The 2019 publication, Take The Mystery Out Of AI For IT Operations (AIOps) was a widely read Forrester report. It addressed lots of the core questions our industry had about this new thing called AIOps. It also went on to provide an approach for achieving the 2019 goal of AIOps. Like all new concepts, we learn from both failed and successful attempts. If we’re smart, we take this learning, enhance our vision, modify our approach, and go at it again. For some, this is a growth and improvement cycle — difficult with setbacks, but moving forward, much like Chris Gardner in The Pursuit of Happyness. For most, however, it’s a new scary expedition into the unknown, riddled with danger and no guarantee of survival, like astronauts Lovell, Swigert, and Haise faced aboard Apollo 13.
Expeditions have a set purpose, but the destination is not always clear, the roads are not always paved, and the maps aren’t always accurate or may not even exist. There are detours, potholes, and dead ends. Some arrive at a successful end; some don’t and have to start over; others never travel that road again. The objective for an expedition into automated technology operations is to deliver value and power positive business outcomes by leveraging the latest technological means, such as AI, machine learning, data analytics, etc. While the broad conceptual objective hasn’t necessarily changed in the last three years, we’ve learned a lot, and there have been technological advances. Most importantly though, we’ve had time to assess what’s worked, what hasn’t, the original guidance, and the theories at the time and refactor all of that to address the enhanced 2022 vision for an automated technology operations management concept.
The end-state vision for modern and automated technology operations doesn’t seem to have changed significantly in the past three years. There are some aspects, however, that need slight adjustments in terms of prioritization. My years of work in risk management and IT security drive me to believe that we need to put more energy into investigating the interdependency with Zero Trust, cybersecurity, and other risk mitigation initiatives. How this manifests itself in the eventual solution is yet to be seen. These are not, however, separate and distinct journeys we’re on. They are interdependent and need to cohabit in our minds.
I believe what makes up AIOps and all its components is in considerable flux or, at minimum, incredibly poorly defined. The reason for this view is simply because I’ve been told by technology vendors and enterprise clients alike that they’re confused by all the different perspectives. This is most likely because it was new and there wasn’t much guidance around what it was or wasn’t. All the building blocks that go into a comprehensive solution that ingests data, processes it, enriches utilization capabilities, and provides retrospective feedback weren’t fully fleshed out yet, but it needs to be done. There are lots of different pieces that need to be pulled together to deliver an overarching solution. The guidance on which specific pieces and how they’re assembled wasn’t there for vendors and consumers alike. The reality is that not all pieces are needed in all solutions and not all solutions will look alike. The commonality, though, is a directional movement toward an automation technology operations model. We need to do better to succeed in the future.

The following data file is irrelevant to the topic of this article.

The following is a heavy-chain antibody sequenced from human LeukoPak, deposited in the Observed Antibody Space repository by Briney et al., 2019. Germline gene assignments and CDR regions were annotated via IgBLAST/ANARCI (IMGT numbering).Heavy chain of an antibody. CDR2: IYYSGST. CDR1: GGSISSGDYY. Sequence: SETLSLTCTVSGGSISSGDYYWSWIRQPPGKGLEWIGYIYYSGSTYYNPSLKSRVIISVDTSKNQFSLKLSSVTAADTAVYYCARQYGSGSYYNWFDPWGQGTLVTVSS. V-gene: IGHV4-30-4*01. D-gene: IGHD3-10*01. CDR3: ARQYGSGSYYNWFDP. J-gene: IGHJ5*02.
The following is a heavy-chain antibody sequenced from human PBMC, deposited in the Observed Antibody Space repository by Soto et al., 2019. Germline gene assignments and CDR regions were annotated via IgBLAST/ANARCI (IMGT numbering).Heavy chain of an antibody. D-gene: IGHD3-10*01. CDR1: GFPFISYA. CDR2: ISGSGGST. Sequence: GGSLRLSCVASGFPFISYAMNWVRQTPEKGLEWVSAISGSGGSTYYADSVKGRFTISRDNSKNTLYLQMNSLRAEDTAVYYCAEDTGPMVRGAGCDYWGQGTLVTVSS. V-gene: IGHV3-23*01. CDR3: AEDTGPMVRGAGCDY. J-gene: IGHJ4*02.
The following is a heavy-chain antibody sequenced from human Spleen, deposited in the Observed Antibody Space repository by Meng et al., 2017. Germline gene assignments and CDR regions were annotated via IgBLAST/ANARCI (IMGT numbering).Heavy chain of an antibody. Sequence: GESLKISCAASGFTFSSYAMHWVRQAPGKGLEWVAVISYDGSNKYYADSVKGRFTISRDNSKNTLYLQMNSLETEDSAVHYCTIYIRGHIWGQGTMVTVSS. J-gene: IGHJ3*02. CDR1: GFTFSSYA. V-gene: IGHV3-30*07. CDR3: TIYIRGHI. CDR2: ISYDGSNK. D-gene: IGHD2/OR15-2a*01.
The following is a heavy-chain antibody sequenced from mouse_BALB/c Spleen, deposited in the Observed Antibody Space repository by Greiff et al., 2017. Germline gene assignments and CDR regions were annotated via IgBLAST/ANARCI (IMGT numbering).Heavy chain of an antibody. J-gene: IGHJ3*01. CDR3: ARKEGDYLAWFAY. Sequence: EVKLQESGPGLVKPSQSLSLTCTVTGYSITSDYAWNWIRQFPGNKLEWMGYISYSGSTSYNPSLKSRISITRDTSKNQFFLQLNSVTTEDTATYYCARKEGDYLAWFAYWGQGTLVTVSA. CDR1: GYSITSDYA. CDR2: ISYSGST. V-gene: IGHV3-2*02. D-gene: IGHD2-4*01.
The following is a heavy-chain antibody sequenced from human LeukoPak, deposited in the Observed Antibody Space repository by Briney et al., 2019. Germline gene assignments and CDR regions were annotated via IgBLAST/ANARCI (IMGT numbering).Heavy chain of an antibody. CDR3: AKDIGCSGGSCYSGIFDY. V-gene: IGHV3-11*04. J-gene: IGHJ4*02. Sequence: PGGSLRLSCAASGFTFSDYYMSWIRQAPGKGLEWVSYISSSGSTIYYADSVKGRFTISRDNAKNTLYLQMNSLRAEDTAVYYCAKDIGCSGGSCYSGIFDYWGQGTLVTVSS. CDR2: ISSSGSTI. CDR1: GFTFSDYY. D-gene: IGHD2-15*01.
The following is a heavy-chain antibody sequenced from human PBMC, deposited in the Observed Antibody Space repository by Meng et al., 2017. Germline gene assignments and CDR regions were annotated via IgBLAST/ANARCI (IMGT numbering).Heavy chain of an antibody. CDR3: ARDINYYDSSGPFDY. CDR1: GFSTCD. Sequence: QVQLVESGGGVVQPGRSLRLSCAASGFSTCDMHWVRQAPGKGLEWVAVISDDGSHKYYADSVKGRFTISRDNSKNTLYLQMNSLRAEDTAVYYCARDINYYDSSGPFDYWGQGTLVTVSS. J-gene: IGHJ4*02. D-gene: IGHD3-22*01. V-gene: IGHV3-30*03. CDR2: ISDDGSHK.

Approach/Road To Success
My work with approximately 200 organizations over decades plays a dominant role in how I see organizations achieving success with an automated technology operations management philosophy. Rare was the successful outcome that started with an executive picking a solution without fully understanding the problem they were trying to solve or the unique challenges they might encounter. Like humans, companies come in all shapes and sizes. They change over time, creating different needs at various points of their maturity path. Sometimes they’re progressing down that path, and other times they’re regressing. To base solution approaches solely on a couple of criteria is naïve and ill-fated. It also grossly underestimates the structural and political dynamics an organization faces, which play directly into success or failure.
Where Do We Go From Here?
First and foremost, we learn from what’s already been done, in success and failure. We continue the evolution of automation-enhanced technology operations concepts. This expedition we’re on will continue to advance the augmentation of human intelligence with technological capabilities and, in time, deliver more resilient business solutions. We must focus our discussions on thoughts and concepts — not previously used labels and acronyms. The labels and acronyms will sort themselves out once we’re speaking the same language and understand that we’re on the same expedition. Last and certainly not least, we continue this conversation until we achieve our collective goals of delivering positive business outcomes. As Coach Jones in Radio said, “We do things as a team!” You and I are on this same team!
Join The Conversation
I invite you to reach out to me through social media if you want to provide general feedback. If you prefer more formal or private discussions, email firstname.lastname@example.org to set up a meeting! Click Carlos at Forrester.com to follow my research and continue the discussion.